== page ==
"So far we have not experienced a large percentage of employees out sick because of the flu," said Bowermaster. Hebert said Emory-Adventist was "prepared to manage any occurrence related to the management of H1N1."

Flu activity is now widespread in 48 states, according to the CDC. From Oct. 18 to 24, influenza activity continued to increase in the U.S., it reported in its FluView report.

Cobb & Douglas Public Health has administered approximately 4,600 doses of the seasonal flu vaccine, said Foote. But, she acknowledged that there are stories circulating about a shortage of the seasonal flu vaccine.

"We have heard that there are shortages of seasonal flu vaccine from our clients and our medical colleagues," Foote said. "We imagine that it is because more people are requesting it this year at the time they get the H1N1 vaccine, or in light of the H1N1 limited supplies we have experienced to date."

Emory-Adventist reported an increase in outpatients with seasonal flu symptoms, but WellStar said it has not. WellStar said that it has not yet received its entire shipment of the seasonal flu vaccine.

"The number of patients who come to one of WellStar's four emergency departments with flu-like symptoms has remained constant - with occasional daily spikes or dips - but overall, we've seen neither a decrease or increase," said Bowermaster.

Delk recommends that individuals get vaccinated for both the seasonal and H1N1 influenza, particularly those at high-risk.

The U.S. Department of Health & Human Services secretary reports that 37,000 deaths are caused each year by the seasonal flu virus.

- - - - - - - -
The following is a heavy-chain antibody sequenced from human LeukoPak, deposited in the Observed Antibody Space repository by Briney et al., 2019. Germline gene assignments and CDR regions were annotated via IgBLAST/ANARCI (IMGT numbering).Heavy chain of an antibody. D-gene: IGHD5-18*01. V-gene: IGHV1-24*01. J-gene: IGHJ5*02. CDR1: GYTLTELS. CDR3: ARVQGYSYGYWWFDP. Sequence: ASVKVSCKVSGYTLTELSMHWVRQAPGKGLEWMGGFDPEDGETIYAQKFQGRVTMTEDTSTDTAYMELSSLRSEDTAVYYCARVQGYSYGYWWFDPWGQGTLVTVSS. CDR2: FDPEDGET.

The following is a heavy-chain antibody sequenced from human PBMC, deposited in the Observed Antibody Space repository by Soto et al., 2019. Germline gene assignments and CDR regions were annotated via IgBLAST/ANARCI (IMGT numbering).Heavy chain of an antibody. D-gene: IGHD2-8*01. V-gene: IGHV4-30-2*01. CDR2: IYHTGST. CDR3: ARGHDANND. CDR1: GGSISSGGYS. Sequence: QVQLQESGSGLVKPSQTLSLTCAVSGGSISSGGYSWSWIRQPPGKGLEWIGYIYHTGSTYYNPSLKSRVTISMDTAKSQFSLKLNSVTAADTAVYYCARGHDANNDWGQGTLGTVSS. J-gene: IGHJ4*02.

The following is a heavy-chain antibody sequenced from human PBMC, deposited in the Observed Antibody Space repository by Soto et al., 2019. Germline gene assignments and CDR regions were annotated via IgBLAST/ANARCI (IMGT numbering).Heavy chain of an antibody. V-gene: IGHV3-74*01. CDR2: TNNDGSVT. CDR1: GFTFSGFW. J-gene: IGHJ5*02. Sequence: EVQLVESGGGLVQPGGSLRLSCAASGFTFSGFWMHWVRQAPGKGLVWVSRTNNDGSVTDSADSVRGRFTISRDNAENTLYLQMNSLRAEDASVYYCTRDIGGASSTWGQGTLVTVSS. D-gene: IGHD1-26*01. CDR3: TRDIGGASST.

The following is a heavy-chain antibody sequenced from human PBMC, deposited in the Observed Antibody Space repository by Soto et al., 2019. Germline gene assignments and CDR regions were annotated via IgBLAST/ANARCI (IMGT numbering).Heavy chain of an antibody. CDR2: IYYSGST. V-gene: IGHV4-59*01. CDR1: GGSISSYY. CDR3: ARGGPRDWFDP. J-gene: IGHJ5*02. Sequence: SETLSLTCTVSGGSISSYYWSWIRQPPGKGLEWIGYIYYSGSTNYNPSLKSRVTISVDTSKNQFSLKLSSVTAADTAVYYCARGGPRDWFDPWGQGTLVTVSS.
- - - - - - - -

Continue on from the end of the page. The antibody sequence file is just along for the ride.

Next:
The majority of individuals infected with the H1N1 virus experience mild to moderate symptoms and recover without complications. Symptoms of the virus are similar to seasonal influenza and include fever, cough, sore throat, headache, body aches, extreme fatigue, and possible nausea and vomiting, especially in children.
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November 03, 2009
That's a good question, Martha.

It was my understanding that healthy children and adults older than age 2 - 24 months - are eligible for the H1N1 mist vaccine, but children between the ages of 6 months and 24 months require the inactive, injectable vaccine.

For example, I took my 4.75-year-old son to last weekend's H1N1 clinic at the Safety Village, where he received the H1N1 mist. My 19-month-old daughter, however, was not able to receive the mist. Instead, she received the inactive vaccine, via injection, this morning at a Cobb Public Health clinic.

So, while healthy people between the ages of 2 and 24 years CAN receive the injections that are now available in Cobb (they're out of the mist right now), they SHOULDN'T receive the injectable if the mist is available, UNLESS they are high risk - that is, one of the conditions listed in the article. You are right, though, that the journalist's use of the term "young adults" calls the intent of the sentence into question.

Frankly - and this is no fault of the MDJ - the information that's been given about the H1N1 vaccines is so muddled that it's tricky to figure out what, exactly, everyone is eligible for and how - or whether - they can get a vaccine. And from what I've heard from elsewhere in the country, and what I experienced both at the mass clinic and at the public clinic this morning, Cobb is handling the administration of the vaccine better than just about any other government entity out there.
Martha Williams
November 02, 2009
I believe there is an error in the 5th paragraph. Shouldn't it read: "...children and young adults ages 6 MONTHS TO 24 YEARS..." - ?